“My Daddy never was one to stay in the house he was always making something or walking down the road to exercise,” Gene said. “I mean he walked two or three miles and come back.”

He attended the Longview United Methodist Church faithfully until his wife developed dementia and he stayed home to care for her.

Mary Anne passed away June 27, 2017.

Due to the onset of his dementia Jerry was unable to return to church, but his beloved friend Jack Newell still picks him up for church when he can and goes for coffee and donuts each Monday morning.

Jerry now resides at The Claiborne at Adelaide in Starkville where he keeps the staff smiling with his whistling and occasional singing and dancing.

His family remembers him as a family man who was handy at everything.

He completely remodeled his home over the years, helped construct the interior of Gene’s house, remodeled Gay’s house, and built cabinets for Cheryl.

“He built a staircase in my house, he built all my cabinets, entertainment center,” Gene said.

Jerry built beds, armoires, vanities for his granddaughters and toy boxes when they were smaller but there’s one item that’s very special and dear to their hearts - a baby cradle handcrafted by him.

“It is heavy, thick wood and it will rock but it stands independently,” Cheryl said.

The cradle was built when Jerry got the news that his first grandchild, Bree Anne Willcutt McMinn, would be arriving.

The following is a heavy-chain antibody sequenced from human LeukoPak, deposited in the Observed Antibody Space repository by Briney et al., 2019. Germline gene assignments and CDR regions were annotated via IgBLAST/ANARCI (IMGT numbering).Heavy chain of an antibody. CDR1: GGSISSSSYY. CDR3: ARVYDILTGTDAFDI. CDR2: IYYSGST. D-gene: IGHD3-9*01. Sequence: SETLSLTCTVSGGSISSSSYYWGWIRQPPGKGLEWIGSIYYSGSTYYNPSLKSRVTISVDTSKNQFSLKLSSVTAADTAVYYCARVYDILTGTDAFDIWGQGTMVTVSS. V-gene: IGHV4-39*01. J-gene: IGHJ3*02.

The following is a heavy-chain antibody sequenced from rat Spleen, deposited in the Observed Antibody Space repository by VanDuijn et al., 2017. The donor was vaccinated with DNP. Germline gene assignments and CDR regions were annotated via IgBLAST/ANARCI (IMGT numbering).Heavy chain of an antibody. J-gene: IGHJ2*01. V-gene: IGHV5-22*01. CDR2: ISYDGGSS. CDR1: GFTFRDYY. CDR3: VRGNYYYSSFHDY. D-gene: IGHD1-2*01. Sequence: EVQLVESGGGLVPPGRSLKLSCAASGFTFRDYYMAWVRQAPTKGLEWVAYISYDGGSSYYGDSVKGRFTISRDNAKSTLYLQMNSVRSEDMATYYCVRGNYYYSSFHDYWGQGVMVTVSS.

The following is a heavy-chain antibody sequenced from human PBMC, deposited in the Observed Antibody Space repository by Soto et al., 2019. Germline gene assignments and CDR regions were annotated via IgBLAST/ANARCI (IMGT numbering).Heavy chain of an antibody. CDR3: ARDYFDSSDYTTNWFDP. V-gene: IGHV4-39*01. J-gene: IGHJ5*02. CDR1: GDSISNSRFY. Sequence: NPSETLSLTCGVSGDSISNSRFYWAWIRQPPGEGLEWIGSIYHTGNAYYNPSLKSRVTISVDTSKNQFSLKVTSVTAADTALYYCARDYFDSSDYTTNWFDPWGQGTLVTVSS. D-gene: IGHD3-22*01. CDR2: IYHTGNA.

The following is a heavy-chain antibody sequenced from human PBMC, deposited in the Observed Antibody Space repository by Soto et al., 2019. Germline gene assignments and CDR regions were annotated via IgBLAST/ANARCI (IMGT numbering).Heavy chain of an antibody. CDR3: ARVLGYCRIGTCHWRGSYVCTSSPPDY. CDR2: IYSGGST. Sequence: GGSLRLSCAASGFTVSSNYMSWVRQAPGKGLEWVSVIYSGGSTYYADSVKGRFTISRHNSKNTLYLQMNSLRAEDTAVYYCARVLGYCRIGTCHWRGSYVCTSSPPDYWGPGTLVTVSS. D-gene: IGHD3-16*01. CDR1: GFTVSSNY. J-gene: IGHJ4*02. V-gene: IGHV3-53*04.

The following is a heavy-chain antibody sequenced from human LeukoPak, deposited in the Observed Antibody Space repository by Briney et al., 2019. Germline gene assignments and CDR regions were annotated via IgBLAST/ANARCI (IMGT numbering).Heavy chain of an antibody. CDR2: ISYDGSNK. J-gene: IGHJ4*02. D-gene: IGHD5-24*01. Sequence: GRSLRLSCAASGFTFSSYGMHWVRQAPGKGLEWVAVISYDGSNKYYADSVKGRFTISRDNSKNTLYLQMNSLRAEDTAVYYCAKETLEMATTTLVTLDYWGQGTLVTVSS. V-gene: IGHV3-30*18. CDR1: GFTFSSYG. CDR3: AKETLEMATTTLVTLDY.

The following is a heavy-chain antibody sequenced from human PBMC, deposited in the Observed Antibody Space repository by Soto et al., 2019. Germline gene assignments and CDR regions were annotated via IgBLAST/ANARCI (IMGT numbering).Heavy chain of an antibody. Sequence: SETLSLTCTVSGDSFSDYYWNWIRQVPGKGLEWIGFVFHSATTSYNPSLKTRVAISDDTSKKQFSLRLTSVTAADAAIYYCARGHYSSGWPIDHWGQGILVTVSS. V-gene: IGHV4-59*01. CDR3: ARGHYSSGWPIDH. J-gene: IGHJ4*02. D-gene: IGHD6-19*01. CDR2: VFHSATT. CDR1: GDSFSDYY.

“If you had to buy one in the store I can’t imagine how much it would cost because to us it is immaculate - my Daddy did everything,” Cheryl said.

He had a brass plaque put on it that had her name engraved.

“Every grandchild that has been born since then has used it and their name is on it with a brass plaque that has their full name and their date of birth,” she said. “It’s now been used with the first great grandchild.”

He has six grandchildren: Bree Anne Willcutt McMinn, Garland Willcutt, Ashton Benoist Burton, Brittany Benoist, Cody Dill, and Maddie Dill.

He has one great granddaughter Natalie Ann McMinn, and Olivia Kate Burton to be born in February.

There’s something that Cheryl and a family friend still laughs about today.

Cheryl’s husband, Dennis purchased a plumbing business in 2001 and she confusingly asked him “Who calls somebody to do plumbing work?”

Cheryl bragged that her dad was the plumber, electrician, carpenter, mechanic and even aviation technician.

“My Daddy did all of that when we were growing up- I never saw another person come to our house to do anything,” Cheryl said.

His family cherishes the pictures and heirlooms that they have kept of their personal craftsman over the years.

Cheryl emotionally reflected on the tweet by Honda In America: “When he retired they were just coming out with the Internet so he doesn’t know or understand about social media now or how much of a big deal it is … It excited me. I was brought to tears basically because I wish my Daddy could understand how it mad his kids feel that 30 years later there’s my Dad on Twitter out of the blue, and him not being able to understand the magnitude of it that we felt about it.”